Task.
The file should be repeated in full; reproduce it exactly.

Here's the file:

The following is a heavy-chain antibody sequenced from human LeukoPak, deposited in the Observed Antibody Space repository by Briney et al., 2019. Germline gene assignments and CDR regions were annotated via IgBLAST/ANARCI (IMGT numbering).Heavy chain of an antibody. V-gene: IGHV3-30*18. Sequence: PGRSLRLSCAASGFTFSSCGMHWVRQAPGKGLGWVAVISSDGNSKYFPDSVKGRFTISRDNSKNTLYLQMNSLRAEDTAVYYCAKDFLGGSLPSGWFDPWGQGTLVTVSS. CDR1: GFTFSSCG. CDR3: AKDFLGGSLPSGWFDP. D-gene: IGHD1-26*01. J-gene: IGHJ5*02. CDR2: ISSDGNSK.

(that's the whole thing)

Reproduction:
The following is a heavy-chain antibody sequenced from human LeukoPak, deposited in the Observed Antibody Space repository by Briney et al., 2019. Germline gene assignments and CDR regions were annotated via IgBLAST/ANARCI (IMGT numbering).Heavy chain of an antibody. V-gene: IGHV3-30*18. Sequence: PGRSLRLSCAASGFTFSSCGMHWVRQAPGKGLGWVAVISSDGNSKYFPDSVKGRFTISRDNSKNTLYLQMNSLRAEDTAVYYCAKDFLGGSLPSGWFDPWGQGTLVTVSS. CDR1: GFTFSSCG. CDR3: AKDFLGGSLPSGWFDP. D-gene: IGHD1-26*01. J-gene: IGHJ5*02. CDR2: ISSDGNSK.